Center for Community College Partnerships (CCCP)

The center develops academic partnerships between California community colleges—particularly those with large underrepresented populations—and UCLA, to improve student competitiveness for UC admissions and increase the transfer admission pool diversity. Its Scholars Program offers mentoring and summer programs to help prepare students for transfer to a four-year school.

Mentoring and Research Programs

AAP programs also help students attain their academic and professional goals beyond the bachelor’s degree.

Arts Initiative Program

The program focuses on integration of the arts into different scholarly fields. AAP students engage in interdisciplinary research involving fine, commercial, and performing arts and their connection to social contexts.

Community Development and Social Justice Program (CDSJ)

The program assists AAP students interested in graduate study in public health, public policy, social welfare, and urban planning. Students conduct applied research projects and intern, under professional staff supervision at a community-based organization.

Educators for Tomorrow (EFT)

The program assists a new generation of socially conscious educators. AAP students, guided by a graduate mentor, participate in community service programs, internships, service learning courses, and research.

Graduate Mentoring and Research Program (GMRP)

The program offers AAP students one-on-one mentoring by current graduate students in preparation for graduate studies and professional school admission. It also offers workshops on graduate school topics.

High Achievement in Math and Science (HIGH AIMS) Program

The two-year program supports AAP students seeking further learning in health science professions. It offers career and academic guidance, and includes community service, workshops, and information sessions.

McNair Research Scholars Program

The two-year program prepares 28 AAP students for PhD programs in humanities and social sciences. Students conduct an independent research project and participate in a research-intensive summer program.

Research Rookies Program

The program gives second-year AAP students the opportunity to develop entry-level research projects in humanities and social sciences. Over two academic terms, students meet regularly with graduate mentors and a faculty member.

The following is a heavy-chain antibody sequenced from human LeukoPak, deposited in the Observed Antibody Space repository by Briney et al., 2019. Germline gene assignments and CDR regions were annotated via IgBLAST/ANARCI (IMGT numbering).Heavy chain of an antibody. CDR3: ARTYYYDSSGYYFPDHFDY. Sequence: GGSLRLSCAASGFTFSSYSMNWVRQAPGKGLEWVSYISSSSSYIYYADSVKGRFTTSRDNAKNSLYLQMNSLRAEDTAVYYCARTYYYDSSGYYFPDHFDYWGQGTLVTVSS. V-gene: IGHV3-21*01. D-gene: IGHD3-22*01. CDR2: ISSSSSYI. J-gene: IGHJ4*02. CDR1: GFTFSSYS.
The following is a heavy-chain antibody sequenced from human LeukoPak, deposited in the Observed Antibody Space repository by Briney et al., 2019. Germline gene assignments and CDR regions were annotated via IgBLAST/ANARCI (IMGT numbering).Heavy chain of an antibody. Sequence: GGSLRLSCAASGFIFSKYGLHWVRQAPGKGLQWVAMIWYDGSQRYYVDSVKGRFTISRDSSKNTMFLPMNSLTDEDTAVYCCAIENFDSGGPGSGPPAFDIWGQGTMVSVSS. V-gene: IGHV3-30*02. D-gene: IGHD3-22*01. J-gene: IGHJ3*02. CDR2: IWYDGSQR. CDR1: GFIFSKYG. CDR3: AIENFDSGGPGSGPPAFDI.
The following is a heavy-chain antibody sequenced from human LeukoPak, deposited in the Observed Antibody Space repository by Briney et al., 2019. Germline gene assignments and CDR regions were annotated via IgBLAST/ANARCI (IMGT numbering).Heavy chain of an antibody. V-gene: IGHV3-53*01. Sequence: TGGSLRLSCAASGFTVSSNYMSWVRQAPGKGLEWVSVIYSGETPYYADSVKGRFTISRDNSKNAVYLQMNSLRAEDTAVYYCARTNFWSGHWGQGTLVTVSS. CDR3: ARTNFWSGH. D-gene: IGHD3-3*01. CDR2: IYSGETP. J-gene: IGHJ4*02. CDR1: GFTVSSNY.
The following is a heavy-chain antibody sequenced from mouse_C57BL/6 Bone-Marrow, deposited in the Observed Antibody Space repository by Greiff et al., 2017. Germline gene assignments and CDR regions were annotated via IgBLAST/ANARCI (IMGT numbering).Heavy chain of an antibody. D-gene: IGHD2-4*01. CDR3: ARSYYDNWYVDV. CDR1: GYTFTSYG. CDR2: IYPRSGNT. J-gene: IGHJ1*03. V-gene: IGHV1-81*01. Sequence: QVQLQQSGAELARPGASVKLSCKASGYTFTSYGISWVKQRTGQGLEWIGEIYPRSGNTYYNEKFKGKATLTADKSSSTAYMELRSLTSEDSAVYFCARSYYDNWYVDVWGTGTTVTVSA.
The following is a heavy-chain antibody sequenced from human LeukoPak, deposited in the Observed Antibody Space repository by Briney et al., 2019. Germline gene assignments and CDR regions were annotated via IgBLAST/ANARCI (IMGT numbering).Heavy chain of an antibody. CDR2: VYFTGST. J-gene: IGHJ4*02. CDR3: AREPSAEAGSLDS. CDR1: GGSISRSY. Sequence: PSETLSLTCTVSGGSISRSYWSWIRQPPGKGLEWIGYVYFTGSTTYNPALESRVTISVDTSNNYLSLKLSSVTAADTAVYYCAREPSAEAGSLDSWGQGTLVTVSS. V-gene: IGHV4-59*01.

Peer Learning

AAP peer learning facilitators are upper-division AAP students who serve as academic role models and tutors. Small-group workshops help build scholarship skills and foster discussion that allows students to listen to, and articulate, new and different perspectives.

Scholarships

Eligible AAP students may receive merit and need-based scholarships through established financial aid programs. AAP also awards scholarships; its scholarships web page helps students with the application process.

Freshman/Transfer Summer Program

This seven-week residential summer program prepares incoming AAP freshman and transfer students for the academic rigors of UCLA. Students build an academic support network that supplies interaction and broadens life experiences. Students enroll in three UCLA courses that fill graduation requirements, and get support in small groups or individual sessions from teaching assistants and peer learning facilitators.

Vice Provost Initiative for Precollege Scholars (VIPS)

This partnership between UCLA and the Los Angeles and Pasadena school districts prepares historically underrepresented students in 10 high schools to become competitively eligible for admission to UCLA and other flagship universities. VIPS offers peer mentoring, summer programs, Saturday academies, and research opportunities to scholars and their families.